A lot of tiny houses nowadays seem to be getting bigger and fancier – a far cry from the radical simplicity that the first pioneering tiny home builders like Jay Shafer and Dee Williams were advocating over a decade ago!
While this trend toward “tiny house bloat” (as Treehugger Lloyd Alter has so aptly called it) is a bit disconcerting, on the other hand, it does seem to indicate that the tiny house movement is indeed becoming mainstream. And no matter how you slice it, even an extravagant 300-square-foot tiny house is always going to impact the environment much less negatively than a 3,000-square-foot monster McMansion.
Nonetheless, examples of tiny homes that return to the basics, such as this delightful 29-foot-long tiny house on wheels with a floating staircase made of reclaimed wood and an interior furnished with carefully selected second-hand and vintage accessories with their own family histories to tell, are heartening.
We get a great video tour of the place (which you can rent on Airbnb) via Mat and Danielle of Exploring Alternatives: Located out in the Niagara region in Ontario, Canada, this lovely little house is situated on a peach farm dating back to 1810 – one of the first peach-growing spots in Canada.
The tiny house is part of Britney’s long-term plan to transform part of her family’s farm into a pet-friendly wellness retreat (or as she says, “wellness with WiFi”), perfect for visitors looking to reconnect with nature. The home is full of little touches that speak to Britney’s down-to-earth style, such as the star of the living room:
a mustard yellow futon couch, decorated with two old-fashioned pillows from her grandmother’s house. For storage, there’s a hand-woven willow basket, made from willow branches that Britney grew herself. In addition, there are adorable hand-felted items, and abstract punch needle decor – all made by Britney.
The main table sits along the wall in between the living room and kitchen and features a durable, vintage enameled tabletop Britney found through Kijiji, an online marketplace. Two of the table legs have been shortened so that they can sit directly on top of the house’s wheel well, thus saving some space. Completing the set are the deliberately mismatched wooden chairs, purchased from an antique auction.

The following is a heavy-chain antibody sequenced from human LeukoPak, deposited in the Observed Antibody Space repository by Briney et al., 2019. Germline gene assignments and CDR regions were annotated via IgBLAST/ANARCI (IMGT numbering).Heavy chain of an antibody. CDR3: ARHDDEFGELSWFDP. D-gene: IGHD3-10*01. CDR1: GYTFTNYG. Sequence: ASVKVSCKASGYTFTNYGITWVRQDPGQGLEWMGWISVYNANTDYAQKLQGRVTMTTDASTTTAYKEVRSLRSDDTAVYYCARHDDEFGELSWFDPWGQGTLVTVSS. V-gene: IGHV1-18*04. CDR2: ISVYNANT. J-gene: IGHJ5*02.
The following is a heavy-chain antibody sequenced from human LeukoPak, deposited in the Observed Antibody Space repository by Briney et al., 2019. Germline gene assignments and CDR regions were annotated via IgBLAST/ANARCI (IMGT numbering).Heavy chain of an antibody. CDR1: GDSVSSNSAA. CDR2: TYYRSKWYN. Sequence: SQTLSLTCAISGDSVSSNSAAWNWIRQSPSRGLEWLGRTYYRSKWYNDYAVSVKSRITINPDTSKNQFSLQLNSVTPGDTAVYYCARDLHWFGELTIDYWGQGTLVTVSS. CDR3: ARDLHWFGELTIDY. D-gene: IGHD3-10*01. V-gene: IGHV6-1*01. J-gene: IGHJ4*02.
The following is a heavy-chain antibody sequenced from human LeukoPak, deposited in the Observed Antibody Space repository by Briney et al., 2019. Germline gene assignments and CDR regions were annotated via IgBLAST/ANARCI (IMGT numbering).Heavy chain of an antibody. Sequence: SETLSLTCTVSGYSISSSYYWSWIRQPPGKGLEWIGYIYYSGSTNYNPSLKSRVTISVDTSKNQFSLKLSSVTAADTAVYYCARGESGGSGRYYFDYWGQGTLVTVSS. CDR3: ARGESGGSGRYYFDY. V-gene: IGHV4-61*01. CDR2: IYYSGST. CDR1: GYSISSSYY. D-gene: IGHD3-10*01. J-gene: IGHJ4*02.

On the other side is the other wheel well, which serves as a convenient ledge to put food and water bowls for pets, plus a comfy pet bed on the floor. The kitchen has a simple but functional layout: the main counter is off to one side and features a sink, and an overhead cabinet housing the microwave and pantry.
On the other side is another extra counter, equipped with a small oven, mini-fridge, kettle, coffee machine, and an electric conduction cooktop. By using this residual space under the stairs, more space is freed up on the other counter for preparing meals. The home is full of little items that Britney herself picked out over time, such as vintage teacups, tins, mixing bowls, and unique chairs – giving it a distinctly charming, old-time personality. She says:
“I adore vintage and thrifting, therefore I [thrift] as much as I can in here.” That’s the beauty of choosing old items: not only are they given a new lease on life, but they can also come with a fascinating backstory. As seen by the treads of these floating stairs, which were fashioned from salvaged wood from a friend’s grandfather’s barn. As Britney quips, the best narrative comes from the middle column of the stairs, which is an ancient beam from her family’s farm:
“The fun part is that I traded three goats and a sheep to get these stairs put in. So, you know, like, a classic small-town swap.”The sleeping loft has a queen-sized mattress, an operable window, and features photos of regional landmarks taken by a local photographer. The bathroom below has all the basics: a shower, toilet, and small sink and vanity.